Meet Cute's DUMP HIM! Helps Fill Audio's Slice-of-Life Romance Gap

8 min read

Venus is a late-night campus radio host, slinging dating advice to her fellow college classmates. Ruby is an introverted bookworm who’d rather stay in her room studying than go to their school’s millionth acapella gig with her best friend Daniella. The only problem is, Venus and Ruby are two sides of the same person played pitch-perfectly by The Summer I Turned Pretty star Minnie Mills in MEET CUTE’s new six-part fiction podcast miniseries Dump Him! 

When Ruby’s forced to sign an NDA promising to hide the secret location of the campus radio station and told that this will be her last shift as Venus because of low ratings, right before Valentine’s Day—she decides to go nuclear. Instead of the sweet, kind, attentive Venus she’s played in the past, she drops all pretense and prods her listeners for the darkest confessions and dirtiest secrets–and uses the ammo to stir things up on campus, encouraging folks to ditch their partners left and right. Things get really interesting when Venus' new approach breaks up the campus-sensation-TikTok-famous-acapella-duo The Two Tones, and mega-babe Paige is single again, while now-ex-boyfriend Parker is devastated... and looking for revenge. Venus telling her to dump him creates campus-wide news, and happens to save her job... if only until Valentine's Day.

Dump Him! is a sweet, funny, slice-of-life rom-com with a great cast and a captivating original soundtrack by frequent MEET CUTE collaborator Teeny Lieberson. After I had the chance to listen to an advanced copy of the entire season, I was able to sit down with writer Juli Del Prete, Director of Creative Production Lucie Ledbetter, and Director of Development Amarlie Foster to discuss the origins of this series and what it took to bring it to life. 

Bob Raymonda: Juli, what was it about Meet Cute that drew you into working in storytelling for an audio format for the first time?

Juli Del Prete: This was sort of a delicious challenge for me because I have a background in playwriting before transitioning a little bit into film, and audio fiction is sort of the perfect marriage of those skill sets in an interesting way. You have all of the banter of television, and especially working with MEET CUTE, you have that episodic structure, but also it's very dialogue and text-driven. So really just writing for this hit all of my pleasure centers, it was just a joy.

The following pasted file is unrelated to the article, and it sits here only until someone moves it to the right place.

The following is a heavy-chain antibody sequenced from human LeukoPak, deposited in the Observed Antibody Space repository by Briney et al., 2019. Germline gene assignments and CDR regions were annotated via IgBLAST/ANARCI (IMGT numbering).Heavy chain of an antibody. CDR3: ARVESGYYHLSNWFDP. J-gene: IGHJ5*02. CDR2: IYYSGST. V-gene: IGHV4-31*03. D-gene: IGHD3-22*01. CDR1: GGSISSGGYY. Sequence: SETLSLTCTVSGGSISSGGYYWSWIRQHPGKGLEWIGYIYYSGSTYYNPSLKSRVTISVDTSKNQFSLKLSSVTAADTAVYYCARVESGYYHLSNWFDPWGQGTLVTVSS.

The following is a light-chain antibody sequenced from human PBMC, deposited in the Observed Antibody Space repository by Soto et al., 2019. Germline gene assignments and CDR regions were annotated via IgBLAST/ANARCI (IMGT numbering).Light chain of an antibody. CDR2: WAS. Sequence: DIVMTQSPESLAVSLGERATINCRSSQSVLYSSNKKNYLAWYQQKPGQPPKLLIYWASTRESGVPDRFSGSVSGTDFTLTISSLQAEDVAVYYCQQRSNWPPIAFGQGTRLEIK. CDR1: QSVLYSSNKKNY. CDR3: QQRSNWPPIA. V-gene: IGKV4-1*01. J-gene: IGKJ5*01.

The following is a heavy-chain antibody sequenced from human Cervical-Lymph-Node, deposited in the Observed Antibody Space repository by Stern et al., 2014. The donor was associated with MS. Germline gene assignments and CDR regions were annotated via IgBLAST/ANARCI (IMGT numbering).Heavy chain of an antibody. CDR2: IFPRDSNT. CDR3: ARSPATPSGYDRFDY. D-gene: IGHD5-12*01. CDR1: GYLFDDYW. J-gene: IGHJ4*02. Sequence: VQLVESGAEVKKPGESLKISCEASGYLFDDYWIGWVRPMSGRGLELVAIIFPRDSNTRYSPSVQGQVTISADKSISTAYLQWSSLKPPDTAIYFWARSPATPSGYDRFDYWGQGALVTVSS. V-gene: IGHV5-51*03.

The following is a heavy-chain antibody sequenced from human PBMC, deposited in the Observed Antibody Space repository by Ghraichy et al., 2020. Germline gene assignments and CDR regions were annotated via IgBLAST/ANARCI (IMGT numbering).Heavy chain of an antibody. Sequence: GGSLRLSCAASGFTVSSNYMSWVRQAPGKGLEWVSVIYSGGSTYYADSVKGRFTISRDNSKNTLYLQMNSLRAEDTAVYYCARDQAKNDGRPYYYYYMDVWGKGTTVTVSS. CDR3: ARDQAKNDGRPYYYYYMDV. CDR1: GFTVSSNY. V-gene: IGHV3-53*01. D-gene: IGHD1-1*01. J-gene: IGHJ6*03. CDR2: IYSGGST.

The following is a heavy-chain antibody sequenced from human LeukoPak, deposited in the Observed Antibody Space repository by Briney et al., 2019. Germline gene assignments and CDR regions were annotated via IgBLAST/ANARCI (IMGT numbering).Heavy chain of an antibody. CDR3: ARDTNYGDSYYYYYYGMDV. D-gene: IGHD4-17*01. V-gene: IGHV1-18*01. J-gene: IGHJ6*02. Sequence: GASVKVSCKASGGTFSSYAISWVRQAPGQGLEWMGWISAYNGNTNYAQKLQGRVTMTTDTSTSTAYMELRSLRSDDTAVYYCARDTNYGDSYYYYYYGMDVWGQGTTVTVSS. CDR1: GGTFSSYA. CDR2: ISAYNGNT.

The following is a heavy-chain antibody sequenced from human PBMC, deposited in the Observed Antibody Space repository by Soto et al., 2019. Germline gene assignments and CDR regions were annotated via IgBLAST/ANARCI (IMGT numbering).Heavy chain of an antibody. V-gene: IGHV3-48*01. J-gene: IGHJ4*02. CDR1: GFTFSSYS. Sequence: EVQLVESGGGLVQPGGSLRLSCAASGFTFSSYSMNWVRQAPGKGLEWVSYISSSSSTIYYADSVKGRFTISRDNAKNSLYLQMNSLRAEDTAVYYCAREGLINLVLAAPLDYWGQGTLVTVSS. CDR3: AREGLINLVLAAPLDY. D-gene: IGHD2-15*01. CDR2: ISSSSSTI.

This challenge for Del Prete is apparent immediately when you press play on Dump Him! But also resonates across the entire season. What I love about the way it’s presented is that, while it does lean on that familiar framing device of a radio show as forward narrative momentum, it backs that up with just as many scenes around campus following Ruby and Daniella and Page and Parker after the aftermath of that first call. It has a naturalistic flow that keeps the pace of a traditional rom-com while sustaining your desire to know more about every character you meet.


BR: What kinds of stories were you drawn to while developing Dump Him — any specific shows, movies, or fiction podcasts that informed the process?

Amarlie Foster: I definitely had Pitch Perfect a little bit top of mind and that might have been because it has acapella, which I wouldn't say is the driving force behind the series, but certainly a musical college campus. And I think Ruby is Anna Kendrick-esque in Pitch Perfect for sure, a little offbeat and headstrong, but I mean, she's not my character. She's Juli's: Juli, what were you thinking of?

JDP: She's just such a good sort of twisty heroine in a weird way. I feel like Veronica Mars is not a bad comp for her with this hard, hard, hard shell, but she's actually such a heart-driven character. I was also thinking a lot of To All The Boys, that whole series. Because you have the dramatic irony and you have this sort of campus dynamic even though our show is in undergrad and not at a high school. And also a little Sleepless in Seattle with the radio show. I'm a big Nora Ephron girly.

Lucie Ledbetter: Immediately when I read this, it felt like such a movie to me, and [like] Pitch Perfect. It also felt very cinematic like Dear White People and Gossip Girl; I love that it has that rom-com sweetness, but there's also an element of camp to it that I love so much.

JDP: I’ll also throw in Gilmore Girls here because I think that Amy Sherman Palladino is such a master of really grounded emotion within this really heightened container and that is my artistic touchstone.


In comparison to shows like Gossip Girl and Veronica Mars, this series flips its central premise on its head for the audience member. Rather than trying to figure out who Venus is, like Veronica searching for her friend’s killer, or Serena frantically seeking out the identity of a mysterious gossip blogger, we’re watching Ruby as she scrambles to hide her true identity in the fallout of the Two Tones breakup, as her Pop-Tart stealing nemesis Parker enlists her to find out who the controversial host is. Gilmore Girls also jumped out immediately, as the quippy banter between Ruby and her best friend Daniella, who just so happens to have a crush on the newly single and questionably straight Paige, maintains extreme Lorelai/Sookie or Rory/Lane vibes.